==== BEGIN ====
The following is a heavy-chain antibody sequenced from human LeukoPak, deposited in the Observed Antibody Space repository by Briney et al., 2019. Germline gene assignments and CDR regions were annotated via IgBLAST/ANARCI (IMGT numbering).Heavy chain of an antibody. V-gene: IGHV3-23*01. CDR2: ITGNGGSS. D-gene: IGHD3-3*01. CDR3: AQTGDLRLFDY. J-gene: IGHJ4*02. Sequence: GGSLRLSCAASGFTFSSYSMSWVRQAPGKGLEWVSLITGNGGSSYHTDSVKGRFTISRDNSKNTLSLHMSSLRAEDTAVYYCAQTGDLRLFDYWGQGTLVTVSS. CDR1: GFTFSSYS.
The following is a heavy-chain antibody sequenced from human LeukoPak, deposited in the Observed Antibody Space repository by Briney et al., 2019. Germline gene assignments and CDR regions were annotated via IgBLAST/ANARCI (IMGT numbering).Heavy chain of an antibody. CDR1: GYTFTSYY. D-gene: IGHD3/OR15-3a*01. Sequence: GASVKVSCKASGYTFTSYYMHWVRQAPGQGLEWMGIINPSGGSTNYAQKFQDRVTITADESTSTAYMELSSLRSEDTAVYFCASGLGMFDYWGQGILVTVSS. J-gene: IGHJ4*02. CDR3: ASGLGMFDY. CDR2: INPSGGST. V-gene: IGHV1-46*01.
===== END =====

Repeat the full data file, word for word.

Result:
The following is a heavy-chain antibody sequenced from human LeukoPak, deposited in the Observed Antibody Space repository by Briney et al., 2019. Germline gene assignments and CDR regions were annotated via IgBLAST/ANARCI (IMGT numbering).Heavy chain of an antibody. V-gene: IGHV3-23*01. CDR2: ITGNGGSS. D-gene: IGHD3-3*01. CDR3: AQTGDLRLFDY. J-gene: IGHJ4*02. Sequence: GGSLRLSCAASGFTFSSYSMSWVRQAPGKGLEWVSLITGNGGSSYHTDSVKGRFTISRDNSKNTLSLHMSSLRAEDTAVYYCAQTGDLRLFDYWGQGTLVTVSS. CDR1: GFTFSSYS.
The following is a heavy-chain antibody sequenced from human LeukoPak, deposited in the Observed Antibody Space repository by Briney et al., 2019. Germline gene assignments and CDR regions were annotated via IgBLAST/ANARCI (IMGT numbering).Heavy chain of an antibody. CDR1: GYTFTSYY. D-gene: IGHD3/OR15-3a*01. Sequence: GASVKVSCKASGYTFTSYYMHWVRQAPGQGLEWMGIINPSGGSTNYAQKFQDRVTITADESTSTAYMELSSLRSEDTAVYFCASGLGMFDYWGQGILVTVSS. J-gene: IGHJ4*02. CDR3: ASGLGMFDY. CDR2: INPSGGST. V-gene: IGHV1-46*01.